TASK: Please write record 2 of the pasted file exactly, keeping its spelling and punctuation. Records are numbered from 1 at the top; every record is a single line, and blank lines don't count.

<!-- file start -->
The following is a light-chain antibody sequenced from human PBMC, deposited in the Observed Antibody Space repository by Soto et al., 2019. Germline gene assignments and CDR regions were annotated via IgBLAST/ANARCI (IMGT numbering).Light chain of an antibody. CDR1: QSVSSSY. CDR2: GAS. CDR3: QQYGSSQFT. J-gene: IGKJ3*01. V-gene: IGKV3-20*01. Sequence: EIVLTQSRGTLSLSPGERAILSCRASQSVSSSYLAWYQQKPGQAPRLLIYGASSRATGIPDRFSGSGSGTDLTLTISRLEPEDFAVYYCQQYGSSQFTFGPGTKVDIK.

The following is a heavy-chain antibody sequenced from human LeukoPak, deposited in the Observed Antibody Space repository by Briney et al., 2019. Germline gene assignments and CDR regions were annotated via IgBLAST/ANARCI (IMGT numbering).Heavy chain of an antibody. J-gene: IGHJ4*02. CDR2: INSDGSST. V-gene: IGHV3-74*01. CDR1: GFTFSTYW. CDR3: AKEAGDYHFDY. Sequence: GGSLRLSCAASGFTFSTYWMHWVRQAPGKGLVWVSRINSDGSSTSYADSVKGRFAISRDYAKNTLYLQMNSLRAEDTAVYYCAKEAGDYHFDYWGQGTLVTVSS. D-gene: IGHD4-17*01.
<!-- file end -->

The following is a heavy-chain antibody sequenced from human LeukoPak, deposited in the Observed Antibody Space repository by Briney et al., 2019. Germline gene assignments and CDR regions were annotated via IgBLAST/ANARCI (IMGT numbering).Heavy chain of an antibody. J-gene: IGHJ4*02. CDR2: INSDGSST. V-gene: IGHV3-74*01. CDR1: GFTFSTYW. CDR3: AKEAGDYHFDY. Sequence: GGSLRLSCAASGFTFSTYWMHWVRQAPGKGLVWVSRINSDGSSTSYADSVKGRFAISRDYAKNTLYLQMNSLRAEDTAVYYCAKEAGDYHFDYWGQGTLVTVSS. D-gene: IGHD4-17*01.